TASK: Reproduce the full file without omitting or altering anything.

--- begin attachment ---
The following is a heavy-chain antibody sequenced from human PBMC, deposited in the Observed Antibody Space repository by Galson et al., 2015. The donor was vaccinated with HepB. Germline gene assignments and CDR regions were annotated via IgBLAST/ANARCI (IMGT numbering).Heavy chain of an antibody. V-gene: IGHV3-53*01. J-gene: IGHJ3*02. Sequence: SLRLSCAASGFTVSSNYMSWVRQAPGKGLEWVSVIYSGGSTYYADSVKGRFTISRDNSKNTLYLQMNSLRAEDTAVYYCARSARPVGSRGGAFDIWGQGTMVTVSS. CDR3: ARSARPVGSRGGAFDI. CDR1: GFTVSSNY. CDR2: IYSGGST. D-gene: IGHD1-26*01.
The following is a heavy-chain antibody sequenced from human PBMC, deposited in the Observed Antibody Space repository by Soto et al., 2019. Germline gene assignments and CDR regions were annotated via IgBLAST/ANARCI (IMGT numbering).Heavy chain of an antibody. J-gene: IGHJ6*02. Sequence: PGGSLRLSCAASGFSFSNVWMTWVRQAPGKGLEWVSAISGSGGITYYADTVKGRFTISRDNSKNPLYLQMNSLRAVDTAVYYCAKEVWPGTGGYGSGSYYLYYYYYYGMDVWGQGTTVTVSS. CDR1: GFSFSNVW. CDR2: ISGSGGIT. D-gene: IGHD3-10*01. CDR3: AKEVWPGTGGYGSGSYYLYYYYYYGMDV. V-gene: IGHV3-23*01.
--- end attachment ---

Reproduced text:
The following is a heavy-chain antibody sequenced from human PBMC, deposited in the Observed Antibody Space repository by Galson et al., 2015. The donor was vaccinated with HepB. Germline gene assignments and CDR regions were annotated via IgBLAST/ANARCI (IMGT numbering).Heavy chain of an antibody. V-gene: IGHV3-53*01. J-gene: IGHJ3*02. Sequence: SLRLSCAASGFTVSSNYMSWVRQAPGKGLEWVSVIYSGGSTYYADSVKGRFTISRDNSKNTLYLQMNSLRAEDTAVYYCARSARPVGSRGGAFDIWGQGTMVTVSS. CDR3: ARSARPVGSRGGAFDI. CDR1: GFTVSSNY. CDR2: IYSGGST. D-gene: IGHD1-26*01.
The following is a heavy-chain antibody sequenced from human PBMC, deposited in the Observed Antibody Space repository by Soto et al., 2019. Germline gene assignments and CDR regions were annotated via IgBLAST/ANARCI (IMGT numbering).Heavy chain of an antibody. J-gene: IGHJ6*02. Sequence: PGGSLRLSCAASGFSFSNVWMTWVRQAPGKGLEWVSAISGSGGITYYADTVKGRFTISRDNSKNPLYLQMNSLRAVDTAVYYCAKEVWPGTGGYGSGSYYLYYYYYYGMDVWGQGTTVTVSS. CDR1: GFSFSNVW. CDR2: ISGSGGIT. D-gene: IGHD3-10*01. CDR3: AKEVWPGTGGYGSGSYYLYYYYYYGMDV. V-gene: IGHV3-23*01.